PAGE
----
Robert Hale Entrepreneur
Many Gainsboro residents have fond memories of the Dreamland recreation center, which served the community from 1936-1947. The City of Roanoke granted Robert and Ellen Hale permission to construct a pool and dance hall within Washington Park in 1936. The facility—Dreamland—was located at the corner of Lynchburg Avenue (now Orange Avenue) and Peach Road, across from the current location of the Gainsboro Branch YMCA. Owned and run by African Americans, it provided a place for recreation and social activity for the Black residents of Roanoke.
At that time, park and recreation facilities were segregated. African Americans had very limited use of the popular Lakeside Amusement Park in Salem, Virginia. While white patrons enjoyed frequent access, Black patrons could only swim in the pool or enjoy amusement rides for a few days before the park closed for the season.
At Dreamland, Roanoke’s African American residents could swim all summer, for just 25 cents a visit. A concession stand sold soft drinks and hot dogs, and a jukebox played all the popular songs. The facility’s recreation building was used for many purposes. Clubs could rent it for meetings or events, individuals could rent it to host birthday parties or wedding receptions. Social and civic groups could hold picnics, swim parties, and tennis tournaments on the grounds.
“Dreamland was just special. I don’t think there was another place in Roanoke like it—especially for Black folks…I learned to dance there.” —Helen Elizabeth Davis (n.d.) Press release
Dancing at Dreamland
The dance hall was an exciting place for young people who wanted to socialize. They learned new steps, made new friends, and some even met their future spouses while dancing. According to one account, the boys of the neighborhood would line up on one side of the hall and the girls took the other. All would wait for one boy to cross the floor and ask a girl to dance. It was a game in which no one wanted to go first—but once one pair took the floor, others quickly followed suit.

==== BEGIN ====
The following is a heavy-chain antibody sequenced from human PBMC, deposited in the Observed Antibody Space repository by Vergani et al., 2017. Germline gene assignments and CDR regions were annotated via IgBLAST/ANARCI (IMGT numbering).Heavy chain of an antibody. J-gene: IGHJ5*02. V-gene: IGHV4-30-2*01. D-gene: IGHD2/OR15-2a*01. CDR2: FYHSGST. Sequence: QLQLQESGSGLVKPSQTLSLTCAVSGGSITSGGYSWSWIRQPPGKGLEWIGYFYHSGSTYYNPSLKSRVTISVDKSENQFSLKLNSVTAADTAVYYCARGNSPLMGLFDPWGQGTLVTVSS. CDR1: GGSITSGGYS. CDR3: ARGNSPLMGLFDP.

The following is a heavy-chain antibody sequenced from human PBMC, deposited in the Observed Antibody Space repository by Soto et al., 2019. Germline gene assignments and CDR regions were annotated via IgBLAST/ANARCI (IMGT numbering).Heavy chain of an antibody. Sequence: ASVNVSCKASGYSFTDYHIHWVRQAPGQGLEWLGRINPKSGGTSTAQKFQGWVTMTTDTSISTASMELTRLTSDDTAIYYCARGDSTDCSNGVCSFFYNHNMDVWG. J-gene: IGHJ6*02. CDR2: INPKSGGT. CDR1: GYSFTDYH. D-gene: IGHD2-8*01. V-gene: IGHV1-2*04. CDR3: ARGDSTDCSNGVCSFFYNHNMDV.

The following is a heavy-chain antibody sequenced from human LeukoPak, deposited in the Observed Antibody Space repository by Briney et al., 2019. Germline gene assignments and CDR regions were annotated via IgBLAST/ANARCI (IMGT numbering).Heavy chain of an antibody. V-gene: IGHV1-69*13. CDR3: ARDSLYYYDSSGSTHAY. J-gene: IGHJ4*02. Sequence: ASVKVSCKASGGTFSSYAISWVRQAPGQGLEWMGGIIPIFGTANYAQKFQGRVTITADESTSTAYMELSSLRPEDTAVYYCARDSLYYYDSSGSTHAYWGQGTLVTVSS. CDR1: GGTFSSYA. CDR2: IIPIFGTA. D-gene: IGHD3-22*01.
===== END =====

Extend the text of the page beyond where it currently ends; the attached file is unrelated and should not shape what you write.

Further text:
Lost to Progress
In 1947 Orange Avenue was widened, which required closing Dreamland and filling in the swimming pool. It was a loss to the local community. For many, Dreamland would always hold fond memories of nights filled with swimming and dancing.
Display ad 2 — no title. (1936, Aug 01). New Journal and Guide https://www.proquest.com/historical-newspapers/display-ad-2-no-title/docview/567287810/se-2?accountid=53886
Dreamland. (2015). The Roanoke Rover. https://roanokerover.wordpress.com/issues/
Dukes, J. & Swaim, A. (2013, December 4). Remembering Dreamland [Audio]. RadioIQ. https://www.wvtf.org/arts-culture/2013-12-04/remembering-dreamland
Lakeside amusement park. (2015). The Roanoke Rover. https://roanokerover.wordpress.com/issues/
Gainsboro community story share: Remembering Dreamland and other lost places. (n. d.) [Press release]. Gainsboro Branch Library Vertical Files, Roanoke, VA, United States.